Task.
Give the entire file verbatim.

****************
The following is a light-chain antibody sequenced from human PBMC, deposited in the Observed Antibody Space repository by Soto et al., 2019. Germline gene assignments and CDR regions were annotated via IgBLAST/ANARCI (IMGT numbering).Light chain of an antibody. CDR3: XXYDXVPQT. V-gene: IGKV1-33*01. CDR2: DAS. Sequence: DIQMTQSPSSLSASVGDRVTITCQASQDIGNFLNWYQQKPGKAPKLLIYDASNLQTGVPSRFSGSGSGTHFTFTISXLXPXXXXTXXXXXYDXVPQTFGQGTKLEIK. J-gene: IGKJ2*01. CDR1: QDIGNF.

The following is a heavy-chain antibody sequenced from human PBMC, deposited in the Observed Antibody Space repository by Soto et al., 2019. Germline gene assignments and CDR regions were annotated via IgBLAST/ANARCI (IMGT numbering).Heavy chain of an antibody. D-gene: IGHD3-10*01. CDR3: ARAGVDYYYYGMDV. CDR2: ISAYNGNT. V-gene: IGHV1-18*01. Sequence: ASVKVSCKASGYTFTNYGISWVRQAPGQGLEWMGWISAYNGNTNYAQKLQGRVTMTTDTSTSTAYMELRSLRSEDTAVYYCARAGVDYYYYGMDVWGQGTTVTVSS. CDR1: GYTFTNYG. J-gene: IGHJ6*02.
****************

The following is a light-chain antibody sequenced from human PBMC, deposited in the Observed Antibody Space repository by Soto et al., 2019. Germline gene assignments and CDR regions were annotated via IgBLAST/ANARCI (IMGT numbering).Light chain of an antibody. CDR3: XXYDXVPQT. V-gene: IGKV1-33*01. CDR2: DAS. Sequence: DIQMTQSPSSLSASVGDRVTITCQASQDIGNFLNWYQQKPGKAPKLLIYDASNLQTGVPSRFSGSGSGTHFTFTISXLXPXXXXTXXXXXYDXVPQTFGQGTKLEIK. J-gene: IGKJ2*01. CDR1: QDIGNF.

The following is a heavy-chain antibody sequenced from human PBMC, deposited in the Observed Antibody Space repository by Soto et al., 2019. Germline gene assignments and CDR regions were annotated via IgBLAST/ANARCI (IMGT numbering).Heavy chain of an antibody. D-gene: IGHD3-10*01. CDR3: ARAGVDYYYYGMDV. CDR2: ISAYNGNT. V-gene: IGHV1-18*01. Sequence: ASVKVSCKASGYTFTNYGISWVRQAPGQGLEWMGWISAYNGNTNYAQKLQGRVTMTTDTSTSTAYMELRSLRSEDTAVYYCARAGVDYYYYGMDVWGQGTTVTVSS. CDR1: GYTFTNYG. J-gene: IGHJ6*02.